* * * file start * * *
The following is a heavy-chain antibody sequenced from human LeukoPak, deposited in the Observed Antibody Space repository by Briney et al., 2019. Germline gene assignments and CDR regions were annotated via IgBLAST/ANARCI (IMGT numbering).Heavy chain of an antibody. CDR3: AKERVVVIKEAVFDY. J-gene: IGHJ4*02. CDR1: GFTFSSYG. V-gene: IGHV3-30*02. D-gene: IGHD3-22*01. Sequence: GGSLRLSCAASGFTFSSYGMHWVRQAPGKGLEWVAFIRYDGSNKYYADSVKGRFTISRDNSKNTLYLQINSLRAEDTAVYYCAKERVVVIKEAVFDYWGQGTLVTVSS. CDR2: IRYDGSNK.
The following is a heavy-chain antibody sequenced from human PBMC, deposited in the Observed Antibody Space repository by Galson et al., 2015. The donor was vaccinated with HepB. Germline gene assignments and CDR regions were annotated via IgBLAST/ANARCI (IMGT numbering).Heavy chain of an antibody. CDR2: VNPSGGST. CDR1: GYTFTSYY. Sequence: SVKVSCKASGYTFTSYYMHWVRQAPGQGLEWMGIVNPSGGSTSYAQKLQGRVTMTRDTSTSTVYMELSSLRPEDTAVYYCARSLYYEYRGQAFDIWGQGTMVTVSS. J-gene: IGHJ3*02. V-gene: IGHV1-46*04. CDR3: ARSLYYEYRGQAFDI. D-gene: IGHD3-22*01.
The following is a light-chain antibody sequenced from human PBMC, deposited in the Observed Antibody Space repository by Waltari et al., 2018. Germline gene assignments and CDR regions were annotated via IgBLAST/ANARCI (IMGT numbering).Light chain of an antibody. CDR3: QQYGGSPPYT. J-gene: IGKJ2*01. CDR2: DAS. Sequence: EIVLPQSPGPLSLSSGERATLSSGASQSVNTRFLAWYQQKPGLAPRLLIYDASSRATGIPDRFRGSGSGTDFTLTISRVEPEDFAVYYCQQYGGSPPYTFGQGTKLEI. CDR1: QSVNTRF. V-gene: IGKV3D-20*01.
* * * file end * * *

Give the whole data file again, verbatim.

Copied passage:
The following is a heavy-chain antibody sequenced from human LeukoPak, deposited in the Observed Antibody Space repository by Briney et al., 2019. Germline gene assignments and CDR regions were annotated via IgBLAST/ANARCI (IMGT numbering).Heavy chain of an antibody. CDR3: AKERVVVIKEAVFDY. J-gene: IGHJ4*02. CDR1: GFTFSSYG. V-gene: IGHV3-30*02. D-gene: IGHD3-22*01. Sequence: GGSLRLSCAASGFTFSSYGMHWVRQAPGKGLEWVAFIRYDGSNKYYADSVKGRFTISRDNSKNTLYLQINSLRAEDTAVYYCAKERVVVIKEAVFDYWGQGTLVTVSS. CDR2: IRYDGSNK.
The following is a heavy-chain antibody sequenced from human PBMC, deposited in the Observed Antibody Space repository by Galson et al., 2015. The donor was vaccinated with HepB. Germline gene assignments and CDR regions were annotated via IgBLAST/ANARCI (IMGT numbering).Heavy chain of an antibody. CDR2: VNPSGGST. CDR1: GYTFTSYY. Sequence: SVKVSCKASGYTFTSYYMHWVRQAPGQGLEWMGIVNPSGGSTSYAQKLQGRVTMTRDTSTSTVYMELSSLRPEDTAVYYCARSLYYEYRGQAFDIWGQGTMVTVSS. J-gene: IGHJ3*02. V-gene: IGHV1-46*04. CDR3: ARSLYYEYRGQAFDI. D-gene: IGHD3-22*01.
The following is a light-chain antibody sequenced from human PBMC, deposited in the Observed Antibody Space repository by Waltari et al., 2018. Germline gene assignments and CDR regions were annotated via IgBLAST/ANARCI (IMGT numbering).Light chain of an antibody. CDR3: QQYGGSPPYT. J-gene: IGKJ2*01. CDR2: DAS. Sequence: EIVLPQSPGPLSLSSGERATLSSGASQSVNTRFLAWYQQKPGLAPRLLIYDASSRATGIPDRFRGSGSGTDFTLTISRVEPEDFAVYYCQQYGGSPPYTFGQGTKLEI. CDR1: QSVNTRF. V-gene: IGKV3D-20*01.